Ever wanted a N95 so un-evolved that it can't even be used as a mobile phone? No? Me neither. Still, there is a new device that bears the Nseries handset's name. It operates on the 88 and 108 MHz frequencies and we're 99.99% sure it comes from China, the land of copycat products.
Those 88 and 108 MHz frequencies mentioned are FM bands, and that's because the new N95 – Asaki N95, more exactly – is an FM radio that comes in a full package, with headphones included. Nothing bad in this, except for the fact that the device looks like a Nokia N95 phone. And, even worse, its "screen" (actually only a sticker) shows a Windows Mobile interface – probably the nightmare of any Nseries fan.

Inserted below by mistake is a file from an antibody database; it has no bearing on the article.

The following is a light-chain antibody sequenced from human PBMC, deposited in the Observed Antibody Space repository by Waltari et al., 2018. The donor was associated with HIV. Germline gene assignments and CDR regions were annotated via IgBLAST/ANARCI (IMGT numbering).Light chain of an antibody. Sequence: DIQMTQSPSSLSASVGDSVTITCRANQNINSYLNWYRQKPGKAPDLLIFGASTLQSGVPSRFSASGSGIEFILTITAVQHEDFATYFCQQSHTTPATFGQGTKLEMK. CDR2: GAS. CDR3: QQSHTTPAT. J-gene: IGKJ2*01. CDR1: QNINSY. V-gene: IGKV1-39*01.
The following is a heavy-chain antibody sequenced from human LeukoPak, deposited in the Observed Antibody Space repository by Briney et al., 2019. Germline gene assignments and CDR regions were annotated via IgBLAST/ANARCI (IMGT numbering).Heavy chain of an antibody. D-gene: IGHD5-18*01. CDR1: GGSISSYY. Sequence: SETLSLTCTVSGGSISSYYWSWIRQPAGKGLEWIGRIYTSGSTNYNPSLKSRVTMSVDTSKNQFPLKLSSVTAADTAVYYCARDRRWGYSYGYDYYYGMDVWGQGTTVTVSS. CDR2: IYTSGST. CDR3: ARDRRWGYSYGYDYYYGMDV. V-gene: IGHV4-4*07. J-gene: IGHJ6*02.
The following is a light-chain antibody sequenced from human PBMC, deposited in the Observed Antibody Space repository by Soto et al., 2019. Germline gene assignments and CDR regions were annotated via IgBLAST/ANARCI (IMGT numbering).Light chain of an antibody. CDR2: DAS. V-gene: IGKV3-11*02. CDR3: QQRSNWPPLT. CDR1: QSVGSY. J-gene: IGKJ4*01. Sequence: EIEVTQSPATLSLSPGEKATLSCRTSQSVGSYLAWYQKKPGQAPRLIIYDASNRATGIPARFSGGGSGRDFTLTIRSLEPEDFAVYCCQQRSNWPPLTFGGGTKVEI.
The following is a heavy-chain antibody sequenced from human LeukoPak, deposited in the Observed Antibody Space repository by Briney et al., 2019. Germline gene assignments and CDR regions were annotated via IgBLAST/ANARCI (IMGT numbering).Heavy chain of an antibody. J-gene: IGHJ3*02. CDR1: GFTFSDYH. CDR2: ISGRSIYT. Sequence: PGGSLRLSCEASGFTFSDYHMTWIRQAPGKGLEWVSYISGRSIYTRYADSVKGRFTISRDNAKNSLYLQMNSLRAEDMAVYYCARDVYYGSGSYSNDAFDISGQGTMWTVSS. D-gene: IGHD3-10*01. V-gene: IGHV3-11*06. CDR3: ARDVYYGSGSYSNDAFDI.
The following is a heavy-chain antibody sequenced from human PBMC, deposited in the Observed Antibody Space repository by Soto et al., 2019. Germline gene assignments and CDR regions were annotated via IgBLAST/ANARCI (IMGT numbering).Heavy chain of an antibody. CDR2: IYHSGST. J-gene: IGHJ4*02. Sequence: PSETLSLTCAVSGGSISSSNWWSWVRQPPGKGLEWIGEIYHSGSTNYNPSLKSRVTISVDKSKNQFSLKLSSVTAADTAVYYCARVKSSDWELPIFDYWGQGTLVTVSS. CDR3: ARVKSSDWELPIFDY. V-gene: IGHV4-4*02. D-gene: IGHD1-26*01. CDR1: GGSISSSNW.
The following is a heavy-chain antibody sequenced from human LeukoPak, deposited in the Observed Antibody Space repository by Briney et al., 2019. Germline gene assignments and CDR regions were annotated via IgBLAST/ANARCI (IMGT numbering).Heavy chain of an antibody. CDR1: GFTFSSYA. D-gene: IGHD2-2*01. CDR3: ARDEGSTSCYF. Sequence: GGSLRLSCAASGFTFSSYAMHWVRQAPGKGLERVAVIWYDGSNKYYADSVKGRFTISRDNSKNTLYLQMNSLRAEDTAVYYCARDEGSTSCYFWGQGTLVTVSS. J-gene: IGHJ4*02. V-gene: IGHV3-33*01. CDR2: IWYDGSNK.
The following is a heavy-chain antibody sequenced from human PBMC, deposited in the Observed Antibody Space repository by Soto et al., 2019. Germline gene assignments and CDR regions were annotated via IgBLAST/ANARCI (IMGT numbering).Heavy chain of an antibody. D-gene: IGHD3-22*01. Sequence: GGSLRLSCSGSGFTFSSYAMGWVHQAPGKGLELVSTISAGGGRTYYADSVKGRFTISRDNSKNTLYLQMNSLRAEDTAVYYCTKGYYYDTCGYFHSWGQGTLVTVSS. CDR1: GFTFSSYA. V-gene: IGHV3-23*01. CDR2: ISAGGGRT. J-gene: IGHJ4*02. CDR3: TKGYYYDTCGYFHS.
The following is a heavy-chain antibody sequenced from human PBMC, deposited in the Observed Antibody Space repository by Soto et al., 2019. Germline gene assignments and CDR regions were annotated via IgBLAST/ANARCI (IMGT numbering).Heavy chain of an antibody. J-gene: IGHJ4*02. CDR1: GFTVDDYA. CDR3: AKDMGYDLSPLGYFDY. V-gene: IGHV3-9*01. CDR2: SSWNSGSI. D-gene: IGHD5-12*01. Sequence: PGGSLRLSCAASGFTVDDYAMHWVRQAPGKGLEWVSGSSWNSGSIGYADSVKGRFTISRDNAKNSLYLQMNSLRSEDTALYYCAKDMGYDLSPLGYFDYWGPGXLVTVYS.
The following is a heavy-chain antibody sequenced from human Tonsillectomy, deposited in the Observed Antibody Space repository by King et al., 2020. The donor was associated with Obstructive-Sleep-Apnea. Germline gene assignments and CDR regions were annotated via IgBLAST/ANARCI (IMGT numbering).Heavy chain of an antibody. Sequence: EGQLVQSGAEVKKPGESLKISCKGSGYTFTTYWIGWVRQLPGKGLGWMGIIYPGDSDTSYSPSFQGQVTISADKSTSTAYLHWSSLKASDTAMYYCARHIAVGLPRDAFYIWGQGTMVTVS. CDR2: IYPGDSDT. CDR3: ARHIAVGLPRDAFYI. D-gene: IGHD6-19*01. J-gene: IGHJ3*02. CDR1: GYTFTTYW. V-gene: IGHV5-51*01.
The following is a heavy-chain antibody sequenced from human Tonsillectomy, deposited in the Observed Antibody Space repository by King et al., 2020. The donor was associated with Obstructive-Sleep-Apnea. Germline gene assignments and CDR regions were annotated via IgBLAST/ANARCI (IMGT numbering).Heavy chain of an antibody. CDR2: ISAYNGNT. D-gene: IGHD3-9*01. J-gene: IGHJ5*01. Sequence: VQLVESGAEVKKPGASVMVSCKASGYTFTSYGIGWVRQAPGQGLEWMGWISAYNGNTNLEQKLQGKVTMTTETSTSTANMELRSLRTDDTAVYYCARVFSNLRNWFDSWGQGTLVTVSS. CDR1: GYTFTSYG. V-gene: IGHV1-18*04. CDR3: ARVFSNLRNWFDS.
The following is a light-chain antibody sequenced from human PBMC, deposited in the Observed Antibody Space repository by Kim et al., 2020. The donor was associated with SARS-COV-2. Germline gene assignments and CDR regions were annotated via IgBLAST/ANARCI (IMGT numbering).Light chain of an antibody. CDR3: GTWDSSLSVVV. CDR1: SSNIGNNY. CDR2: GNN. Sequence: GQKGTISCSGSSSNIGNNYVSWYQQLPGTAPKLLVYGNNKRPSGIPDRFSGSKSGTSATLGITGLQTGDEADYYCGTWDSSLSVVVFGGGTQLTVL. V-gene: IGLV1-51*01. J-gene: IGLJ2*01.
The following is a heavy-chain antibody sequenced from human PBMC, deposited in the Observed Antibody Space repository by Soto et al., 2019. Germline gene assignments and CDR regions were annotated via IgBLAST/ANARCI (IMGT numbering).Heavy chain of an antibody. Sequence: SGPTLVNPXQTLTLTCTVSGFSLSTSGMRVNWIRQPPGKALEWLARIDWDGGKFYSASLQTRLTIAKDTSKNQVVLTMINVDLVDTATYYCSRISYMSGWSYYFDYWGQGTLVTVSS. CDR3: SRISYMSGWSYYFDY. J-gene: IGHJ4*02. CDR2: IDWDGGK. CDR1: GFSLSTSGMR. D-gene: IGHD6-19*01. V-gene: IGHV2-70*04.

Hopefully, there will never be a Nokia handset to run Windows Mobile, even if Microsoft sure wishes so, as the company declared some time ago that it's interested in a collaboration with the Finnish producer. Now, I have absolutely nothing against WM (I actually like it), and nor I will make subjective comparisons between it and Symbian. But a Nokia phone with Microsoft's mobile OS is exactly what a Nokia should not be. It's like an iMac running Windows Vista. Although this can be done, but you get the idea.
Back to the N95 radio marvel – what's funny and un-funny at the same time is that there is no Asaki company to produce FM radios, at least none that Google knows of. Which means the device could be built by basically anyone. In consequence, if you ever have an encounter with the "Nseries radio", we think buying it is out of the question. Or, of course, you can get it only as a study material, assuming you want to make a career in copycatting.